Drayson Technologies has introduced a revolutionary energy harvesting technology called Freevolt that turns ambient radio frequency waves into usable electricity that can charge Low Energy Internet of Things (LE-IoT) devices. The patented technology was developed by an international team from Drayson Technologies and Imperial College London. Drayson Technologies is the first to market with this technology, which is now commercially available for license to the developers and the business community.
Companies have been researching how to harvest energy from WiFi, cellular and broadcast networks for many years. But it is difficult, because there is only a small amount of energy to harvest and achieving the right level of rectifying efficiency has been an issue. Drayson Technologies has solved this problem of harvesting usable energy from a small RF signal. The Freevolt harvester comprises a multi-band antenna and rectifier, which is capable of absorbing energy from multiple RF bands at almost any orientation. Its a patented, pioneering technology that harvests radio frequency (RF) energy from wireless and broadcast networks such as 2G, 3G, 4G, WiFi & Digital TV.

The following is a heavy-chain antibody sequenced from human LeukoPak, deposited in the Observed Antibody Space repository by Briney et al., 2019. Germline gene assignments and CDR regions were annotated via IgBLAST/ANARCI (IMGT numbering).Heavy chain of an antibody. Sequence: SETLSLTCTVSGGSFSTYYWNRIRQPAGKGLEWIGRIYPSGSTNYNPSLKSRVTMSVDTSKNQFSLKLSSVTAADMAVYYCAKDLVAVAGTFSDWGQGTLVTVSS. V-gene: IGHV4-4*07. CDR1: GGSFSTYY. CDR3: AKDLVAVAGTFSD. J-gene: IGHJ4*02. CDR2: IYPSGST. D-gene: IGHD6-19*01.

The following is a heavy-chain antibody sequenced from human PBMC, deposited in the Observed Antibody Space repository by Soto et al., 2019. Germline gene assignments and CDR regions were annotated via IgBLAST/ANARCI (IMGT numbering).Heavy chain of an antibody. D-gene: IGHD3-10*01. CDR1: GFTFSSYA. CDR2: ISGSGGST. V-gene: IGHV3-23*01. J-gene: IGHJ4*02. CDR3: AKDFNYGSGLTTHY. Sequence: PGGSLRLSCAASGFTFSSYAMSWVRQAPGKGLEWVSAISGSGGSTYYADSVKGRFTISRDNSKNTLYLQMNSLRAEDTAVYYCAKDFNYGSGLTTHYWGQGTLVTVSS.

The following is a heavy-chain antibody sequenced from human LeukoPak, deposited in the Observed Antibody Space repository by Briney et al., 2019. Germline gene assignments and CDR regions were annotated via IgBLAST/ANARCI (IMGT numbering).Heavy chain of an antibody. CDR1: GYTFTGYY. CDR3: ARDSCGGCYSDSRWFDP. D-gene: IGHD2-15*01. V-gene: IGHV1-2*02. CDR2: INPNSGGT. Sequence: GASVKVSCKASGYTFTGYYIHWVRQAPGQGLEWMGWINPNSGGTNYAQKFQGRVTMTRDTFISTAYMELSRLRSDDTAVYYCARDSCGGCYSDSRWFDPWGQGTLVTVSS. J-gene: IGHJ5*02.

The small, lightweight design is scalable and suitable for a range of uses, from the ever expanding low-power Internet of Things, such as wearables, sensors and beacons, to built environments, with the potential to integrate Freevolt into the fabric of urban and industrial architecture. This technology creates a crowd-sourced network of personal air sensors, initially across the UK and then expanding to major cities across the world, which will all be powered by Freevolt.
Dryson Technologies has worked with the PA Consulting Group, Radius Networks and Foster & Partners to bring this technology to life.
The first commercial application of Freevolt technology is the CleanSpace Tag air sensor, which is currently being manufactured in the UK and is available for purchase as of today.